My Diploma Says “B.A. in PR,” but Am I Ready for What’s Next?

It’s hard to believe, but graduation season is already upon us and this means there are a lot of students ready to pursue careers in PR. In college courses, students are generally taught PR in a big-picture sense—skills such as how to perfect writing by following AP guidelines and even how to write a PR plan for a client. But the reality is that when it’s time to start an internship or entry-level job at a PR agency, the work can be quite different and can entail more than just mastering what is taught in school.

In many PR departments—my college included—professors and advisors urge students to build their resumes with various internships in order to get a feeling for what a job in PR will be like. And when it is time to graduate, they encourage pursuing a position at an agency because they say you’ll learn more when you’re surrounded by colleagues doing the same job that you are. For all soon-to-be grads: this is so true.

One SHIFTer who is a recent college graduate said, “All the PR courses I took during college were great, and I certainly learned a lot about PR on a macro level. However, I would say that I didn’t really know what to expect in terms of what the day-to-day work at an agency is like. Media lists, editorial calendars, speaking and award calendars, briefing documents, etc. are all now things I am familiar and comfortable with, but there was certainly a lot of initial learning to do when I started.”

So what should students do if they are anxious about what to expect when starting a job at a PR agency? Don’t be nervous! You’ve received a great education and you have a solid understanding of what PR is, so just keep an open mind and be ready to keep learning new things. Here are three tips for success that I’ve found helpful since starting at an agency:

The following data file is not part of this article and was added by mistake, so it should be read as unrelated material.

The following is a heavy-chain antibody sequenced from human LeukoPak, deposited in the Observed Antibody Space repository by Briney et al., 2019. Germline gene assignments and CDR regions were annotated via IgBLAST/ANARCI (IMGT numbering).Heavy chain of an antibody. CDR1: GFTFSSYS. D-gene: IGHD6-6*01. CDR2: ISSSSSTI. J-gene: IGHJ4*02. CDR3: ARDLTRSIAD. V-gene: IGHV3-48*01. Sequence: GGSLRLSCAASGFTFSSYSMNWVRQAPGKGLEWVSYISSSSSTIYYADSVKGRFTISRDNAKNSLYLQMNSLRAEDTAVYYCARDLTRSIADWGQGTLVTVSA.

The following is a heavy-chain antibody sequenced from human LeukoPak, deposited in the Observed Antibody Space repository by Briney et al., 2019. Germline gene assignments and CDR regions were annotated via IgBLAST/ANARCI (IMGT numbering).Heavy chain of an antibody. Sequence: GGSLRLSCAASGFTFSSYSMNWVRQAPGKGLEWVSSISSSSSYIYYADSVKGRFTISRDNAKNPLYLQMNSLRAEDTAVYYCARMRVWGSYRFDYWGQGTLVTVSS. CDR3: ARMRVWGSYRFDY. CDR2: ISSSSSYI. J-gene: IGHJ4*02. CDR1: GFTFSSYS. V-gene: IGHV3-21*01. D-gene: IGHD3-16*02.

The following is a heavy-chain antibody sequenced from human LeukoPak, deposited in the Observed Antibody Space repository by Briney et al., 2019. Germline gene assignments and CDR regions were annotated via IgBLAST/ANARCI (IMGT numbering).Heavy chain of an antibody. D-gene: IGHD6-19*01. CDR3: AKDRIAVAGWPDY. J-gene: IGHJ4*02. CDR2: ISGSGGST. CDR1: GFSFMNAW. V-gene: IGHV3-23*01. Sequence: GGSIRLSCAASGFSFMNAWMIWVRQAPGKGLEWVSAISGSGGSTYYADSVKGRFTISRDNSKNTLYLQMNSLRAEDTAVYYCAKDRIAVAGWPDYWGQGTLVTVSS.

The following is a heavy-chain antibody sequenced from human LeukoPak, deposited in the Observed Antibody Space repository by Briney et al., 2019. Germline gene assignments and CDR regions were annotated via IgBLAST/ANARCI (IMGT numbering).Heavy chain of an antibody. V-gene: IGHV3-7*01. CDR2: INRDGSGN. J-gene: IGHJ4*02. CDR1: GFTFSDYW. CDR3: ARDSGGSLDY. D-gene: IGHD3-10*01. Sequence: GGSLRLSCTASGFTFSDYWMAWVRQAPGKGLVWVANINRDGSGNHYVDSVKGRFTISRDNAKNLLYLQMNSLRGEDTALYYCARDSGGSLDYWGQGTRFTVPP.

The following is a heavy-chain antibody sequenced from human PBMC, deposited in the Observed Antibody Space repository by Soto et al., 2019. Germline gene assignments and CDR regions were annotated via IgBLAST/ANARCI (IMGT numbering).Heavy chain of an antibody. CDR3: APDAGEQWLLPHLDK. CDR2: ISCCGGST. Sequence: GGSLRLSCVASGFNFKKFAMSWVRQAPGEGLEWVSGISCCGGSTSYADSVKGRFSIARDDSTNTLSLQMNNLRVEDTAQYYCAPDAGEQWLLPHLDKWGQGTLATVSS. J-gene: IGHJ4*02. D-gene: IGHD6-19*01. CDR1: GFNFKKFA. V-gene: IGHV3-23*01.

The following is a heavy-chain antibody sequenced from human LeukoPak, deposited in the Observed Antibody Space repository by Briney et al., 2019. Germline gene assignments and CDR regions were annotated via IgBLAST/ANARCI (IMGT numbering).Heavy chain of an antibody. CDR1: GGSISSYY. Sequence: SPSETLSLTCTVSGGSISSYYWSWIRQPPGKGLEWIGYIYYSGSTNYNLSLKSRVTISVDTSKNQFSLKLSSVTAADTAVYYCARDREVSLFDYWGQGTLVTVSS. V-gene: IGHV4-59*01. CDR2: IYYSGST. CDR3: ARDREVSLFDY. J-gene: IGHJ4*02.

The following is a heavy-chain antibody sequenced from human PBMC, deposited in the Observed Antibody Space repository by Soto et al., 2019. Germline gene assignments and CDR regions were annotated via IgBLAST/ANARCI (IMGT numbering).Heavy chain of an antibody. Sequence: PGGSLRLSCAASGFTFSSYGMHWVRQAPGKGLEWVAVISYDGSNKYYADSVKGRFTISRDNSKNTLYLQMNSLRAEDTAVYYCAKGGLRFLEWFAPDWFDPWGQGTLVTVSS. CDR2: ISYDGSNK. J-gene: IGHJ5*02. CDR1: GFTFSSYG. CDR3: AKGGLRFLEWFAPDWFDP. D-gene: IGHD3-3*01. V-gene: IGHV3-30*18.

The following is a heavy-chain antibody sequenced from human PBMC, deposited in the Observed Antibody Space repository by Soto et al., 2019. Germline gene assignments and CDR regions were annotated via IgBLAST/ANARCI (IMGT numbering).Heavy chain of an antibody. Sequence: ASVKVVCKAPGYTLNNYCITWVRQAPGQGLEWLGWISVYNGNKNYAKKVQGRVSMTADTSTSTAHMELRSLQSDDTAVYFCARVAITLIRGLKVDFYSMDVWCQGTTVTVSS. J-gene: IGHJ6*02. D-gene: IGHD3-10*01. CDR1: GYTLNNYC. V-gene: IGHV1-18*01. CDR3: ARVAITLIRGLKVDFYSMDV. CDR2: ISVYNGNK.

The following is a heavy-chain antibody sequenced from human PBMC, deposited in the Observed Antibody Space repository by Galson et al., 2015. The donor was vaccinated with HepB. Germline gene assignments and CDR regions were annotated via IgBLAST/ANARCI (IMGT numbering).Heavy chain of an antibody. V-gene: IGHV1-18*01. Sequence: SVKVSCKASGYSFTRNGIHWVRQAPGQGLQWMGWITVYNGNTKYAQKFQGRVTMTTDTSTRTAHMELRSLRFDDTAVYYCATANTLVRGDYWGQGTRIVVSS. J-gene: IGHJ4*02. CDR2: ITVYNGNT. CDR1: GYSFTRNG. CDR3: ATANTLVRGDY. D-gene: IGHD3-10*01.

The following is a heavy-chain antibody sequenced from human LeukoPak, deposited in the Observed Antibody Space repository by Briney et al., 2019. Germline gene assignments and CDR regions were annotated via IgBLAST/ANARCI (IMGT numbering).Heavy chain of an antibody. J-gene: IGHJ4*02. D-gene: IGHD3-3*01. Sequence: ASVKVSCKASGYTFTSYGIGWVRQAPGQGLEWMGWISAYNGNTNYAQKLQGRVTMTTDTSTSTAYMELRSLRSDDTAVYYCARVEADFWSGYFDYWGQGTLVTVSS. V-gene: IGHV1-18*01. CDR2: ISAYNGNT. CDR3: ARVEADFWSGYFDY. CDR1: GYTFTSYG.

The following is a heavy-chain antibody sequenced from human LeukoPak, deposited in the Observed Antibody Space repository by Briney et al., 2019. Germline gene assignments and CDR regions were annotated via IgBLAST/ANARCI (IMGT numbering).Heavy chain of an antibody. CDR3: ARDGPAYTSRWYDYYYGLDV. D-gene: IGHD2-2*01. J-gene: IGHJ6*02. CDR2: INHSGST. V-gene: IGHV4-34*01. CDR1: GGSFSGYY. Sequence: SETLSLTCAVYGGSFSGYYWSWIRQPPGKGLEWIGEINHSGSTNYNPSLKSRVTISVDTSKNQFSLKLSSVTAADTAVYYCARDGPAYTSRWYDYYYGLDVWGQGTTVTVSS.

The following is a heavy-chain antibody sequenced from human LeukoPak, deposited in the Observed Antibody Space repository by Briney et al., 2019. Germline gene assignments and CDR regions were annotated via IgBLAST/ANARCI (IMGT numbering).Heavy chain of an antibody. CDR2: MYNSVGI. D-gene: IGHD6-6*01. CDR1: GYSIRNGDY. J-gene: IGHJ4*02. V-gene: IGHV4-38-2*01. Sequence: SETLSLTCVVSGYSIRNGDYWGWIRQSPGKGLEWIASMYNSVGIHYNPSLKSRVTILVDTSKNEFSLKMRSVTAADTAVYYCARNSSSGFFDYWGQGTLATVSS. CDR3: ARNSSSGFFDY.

1. Become good friends with your calendar. By taking advantage of your calendar, you can better plan your day and week so that you have ownership of all the activities you are working on and can meet deadlines. This helps tremendously with time management. Especially for someone like me who previously only used a hand-written agenda to plan my days in college, this was a bit of a learning curve, but it has been so helpful.
  2. When in doubt, write it down. Although you may think you can memorize all of the things you are tasked with, everyone forgets things sometimes. Especially when starting at an agency, there will be a lot to absorb, so by jotting down things like guidelines for projects, suggestions from your teammates and deadlines, this will ensure that you’ve got it all under control and have notes to reference if you need an answer to something.
  3. Don’t be afraid to ask questions. Your teammates know that you’re new to this, so by asking questions about a specific project, the way things are typically done or the expectations, it’s a good thing. Your co-workers want to see you succeed, so they’ll provide you with the tips and resources you need to do your job well.

Although the responsibilities you’ll be tasked with as an intern or account coordinator will, for the most part, be different from what you’ve just learned in your final PR courses, your company will have plenty of resources for you to continue learning and become a savvy PR practitioner. At SHIFT we have a learning and development program that holds regular trainings for SHIFTers at all levels—not just the newbies. Working at an agency is a constant learning experience no matter how long you’ve been in the business. So for those of you who are anxious about the end of your college career, the learning doesn’t really ever end, and hey, we have a keg in our office too, so there’s that!

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